a. Three strikes
This legislation will expand the list of violent crimes that qualify for a life sentence under the current three strikes law. As it is currently written, the law only covers the following offenses:
• Murder in the first or second degree
• Shooting at or from a motor vehicle causing great bodily harm
• Kidnapping resulting in great bodily harm inflicted upon the victim by his captor
• Criminal sexual penetration
• Robbery while armed with a deadly weapon causing great bodily harm
Proposed changes to the law would expand the list of crimes which would qualify for a life sentence to include the following:
• Shooting at or from a motor vehicle
• Criminal sexual penetration
• Aggravated assault
• Assault with intent to commit a violent felony
• Felony aggravated battery
• Felony aggravated battery against a household member
• Sexual exploitation of children
• Criminal sexual contact of a minor
• Aggravated burglary
• Aggravated assault upon a peace officer
b. Penalty Enhancements for Gang Affiliations
This legislation will enhance penalties for criminal activities carried out with relation to a person’s gang affiliation. The bill establishes penalties for participation in gangs as well as active recruitment of new members. The proposed changes would result in the following enhancements:
• Fourth degree felony – an additional 6-18 months
• Third degree felony – an additional 18-24 months
• Second degree felony – an additional 3-4 years
• First degree felony – an additional 6-8 years
c. Organized Retail Theft Act
This legislation will increase penalties for people who act in concert to illegally obtain merchandise from retail establishments for the purpose of reselling items. In order to be charged with felony theft in New Mexico, thieves must steal something worth more than $500. Knowing this, thieves are able to get around the law by stealing several items under $500 at different establishments. This means they can only be charged with misdemeanors. This law would consolidate all thefts committed within a 90 day period and allow prosecutors to charge to offenders with a felony. Charges that apply under this act include:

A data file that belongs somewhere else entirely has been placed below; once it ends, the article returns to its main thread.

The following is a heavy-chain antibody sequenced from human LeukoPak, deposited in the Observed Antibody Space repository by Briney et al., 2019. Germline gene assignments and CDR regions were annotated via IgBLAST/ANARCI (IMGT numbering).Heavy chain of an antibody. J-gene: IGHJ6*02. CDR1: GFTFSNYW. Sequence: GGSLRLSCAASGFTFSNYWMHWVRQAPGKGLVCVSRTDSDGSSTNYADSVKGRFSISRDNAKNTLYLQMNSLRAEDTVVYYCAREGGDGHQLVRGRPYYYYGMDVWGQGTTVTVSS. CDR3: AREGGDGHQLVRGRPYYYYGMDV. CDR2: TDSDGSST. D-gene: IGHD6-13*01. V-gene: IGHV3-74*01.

• Fraudulent use of a credit card
This law would make it illegal for a person to commit any of the qualifying offenses in three separate acts at retail establishments within a 90-day period. The degree of the charges would be based on the combined market value of the property taken:
• More than $500 and less than $2,500 = fourth degree felony.
• More than$2,500 and less than $20,000 = third degree felony
• $20,000 or more = second degree felony.
d. Elimination of Statute of Limitations for Murder and Rape
This legislation would eliminate the statute of limitations for violent felonies. Under New Mexico law there is no statute of limitations on first degree murder and violent first degree felonies, such as rape in which the victim has been seriously injured, or criminal sexual penetration of someone under 13 years old. But other crimes, such as second-degree murder, manslaughter and rape in which there was no serious bodily injury, prosecutors must file charges within five or six years, depending on the crime. This law would eliminate the statute of limitations for all degrees of murder, manslaughter and rape. Crimes that would no longer have a statute of limitations include:
• Second degree murder
• Rape without serious bodily injury